July 1, 2013Why Are Our Children No Longer Excellent?
Harry H. Harrison Jr.FearlessParenting.com
Excellence is an elusive goal of parenthood. We all want our children to be excellent, but exactly at what? Throwing a football? Playing the trumpet? Doing a double-back somersault off a balance beam? Can your child be an excellent student and
an excellent basketball player and
an excellent dancer and
an excellent person at 13? Or is "good enough" OK? Can we be happy with a child who's good enough? Can our children be happy knowing they aren't even above average?
This is the dilemma of parents. Should we want our children to be excellent and if so, how do we turn this young boy eating doodle bugs on the porch into an excellent dentist?
The fact of the matter is that parents in western countries have lost their focus on excellence for several reasons. Which is why the U.S. now tests so low in math and science, and why even though the number of students attending college has risen 50 percent in the last 25 years, the number of math, science, engineering and technology majors combined doesn't equal the number of visual and performing arts graduates. And over 40 percent of those attending will leave without a degree, mired in debt.
As a nation, we subsidize education, but when our college students are borrowing hundreds of thousands of dollars for degrees that they might not be able to pay back in 20 years because there is simply no demand for their B.A. in Artistic Dance, then excellence becomes a national concern. When there are no new engineers or doctors because those degrees are too hard, that is a national concern. When adult children are moving home because their degree doesn't qualify them for a high-paying job, that means there are no new houses being sold, no new furniture being built, no new Internet connections being laid, and no need for new plumbers and electricians. An economist at Moody's Analytics estimated that each time a new household is formed, that adds $145,000 to the economy. Multiply that by millions of kids moving back home, and you have a national economic crisis. According to the Bureau of Labor Statistics, the proportion of 16 to 24 year olds either working or looking for work is the lowest since 1948. Over 40 percent of today's young people aren't bothering to look for a job. Almost half of the population doesn't even pay income taxes.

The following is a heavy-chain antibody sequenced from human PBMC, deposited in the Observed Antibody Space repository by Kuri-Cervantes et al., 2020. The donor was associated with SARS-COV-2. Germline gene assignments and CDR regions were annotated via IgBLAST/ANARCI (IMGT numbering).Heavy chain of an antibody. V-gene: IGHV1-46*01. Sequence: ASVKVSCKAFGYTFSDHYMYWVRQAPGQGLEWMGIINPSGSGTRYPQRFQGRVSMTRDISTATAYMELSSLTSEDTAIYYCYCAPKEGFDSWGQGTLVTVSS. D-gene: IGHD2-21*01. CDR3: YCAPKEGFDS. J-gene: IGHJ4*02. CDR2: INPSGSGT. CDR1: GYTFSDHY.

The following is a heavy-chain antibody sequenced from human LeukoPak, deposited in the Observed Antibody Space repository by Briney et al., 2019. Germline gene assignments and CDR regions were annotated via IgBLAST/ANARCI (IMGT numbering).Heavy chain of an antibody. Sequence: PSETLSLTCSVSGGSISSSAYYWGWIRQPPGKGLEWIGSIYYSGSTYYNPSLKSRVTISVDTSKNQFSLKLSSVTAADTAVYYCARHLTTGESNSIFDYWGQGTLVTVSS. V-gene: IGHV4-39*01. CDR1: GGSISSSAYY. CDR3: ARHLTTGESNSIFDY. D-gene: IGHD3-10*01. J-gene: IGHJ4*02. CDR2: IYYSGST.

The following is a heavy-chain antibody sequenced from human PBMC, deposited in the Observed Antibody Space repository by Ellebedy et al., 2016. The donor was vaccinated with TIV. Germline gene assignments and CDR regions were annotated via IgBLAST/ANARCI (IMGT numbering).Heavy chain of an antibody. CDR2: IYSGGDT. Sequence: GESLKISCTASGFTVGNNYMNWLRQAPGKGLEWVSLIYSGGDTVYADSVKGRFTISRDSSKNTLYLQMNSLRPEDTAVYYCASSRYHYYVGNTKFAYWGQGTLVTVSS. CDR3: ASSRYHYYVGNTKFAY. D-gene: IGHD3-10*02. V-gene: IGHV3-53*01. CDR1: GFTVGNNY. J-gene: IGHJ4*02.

Simply put, we have lost our focus on excellence, and not only are we feeling it now, but it will come to haunt us in future generations.
As parents, we know when something is wrong, even if we're hesitant to do anything about it. A 2011 survey by the Pew Research Center's Global Attitudes Project found that 6 in 10 Americans believe parents do not put enough pressure on their children, as opposed to China where 68 percent of the population believes parents put too much pressure
on their kids. This no doubt is why China is on the verge of eclipsing the U.S. as the world's superpower.
So, how have we so missed the mark on developing excellence in our children?
Any discussion of excellence can be confused by two issues. The first issue is mistaking excellence with perfection. Perfection is not possible, so sweep that from your mind. Even Jesus was hardly the perfect child. He exasperated his mother and father by disappearing at 13, causing a frantic search for him. Excellence does not require perfection. The best surgeons lose patients. The finest priests wrestle with demons. The most dedicated students can blow a test. Developing perfection is not possible. But developing excellence is.
The second issue that must be addressed is the belief that excellence is a gene. It is not. It is something developed over time by practice, responsibility, suffering, mentoring and setting ridiculously fantastic goals. It is also the result of a decision. We can train our children in the habits that lead to excellence, we can instill the character and demand the accountability that leads to excellence, but the child is the one who ultimately decides on excellence. Of course, many things require a gift of innate skill. Not everyone is born to be an NFL quarterback or a doctor or a nuclear physicist, but we all can be excellent at something. And only a tiny fraction of people born with innate skills actually become excellent at them.
Here's the problem: excellence requires suffering and we don't want our kids to suffer. We are at a time in our country where the last thing we emphasize is excellence, and it has hurt us greatly. If we are to survive as a country, all of us need to be challenged to be a different kind of parent, educator or mentor to a child. It will change their lives. And it will change the world too.Harry H. Harrison Jr.
is a New York Times
best-selling parenting author with over 3.5 million books in print. He has been interviewed on over 25 television programs, and featured in over 75 local and national radio stations, including NPR. His books are available in over 35 countries throughout Western Europe, Eastern Europe, Norway, South America, China, Saudi Arabia, and in the Far East. For more information visit FearlessParenting.com
. Permission granted for use on DrLaura.com
Posted by Staff at 7:05 AM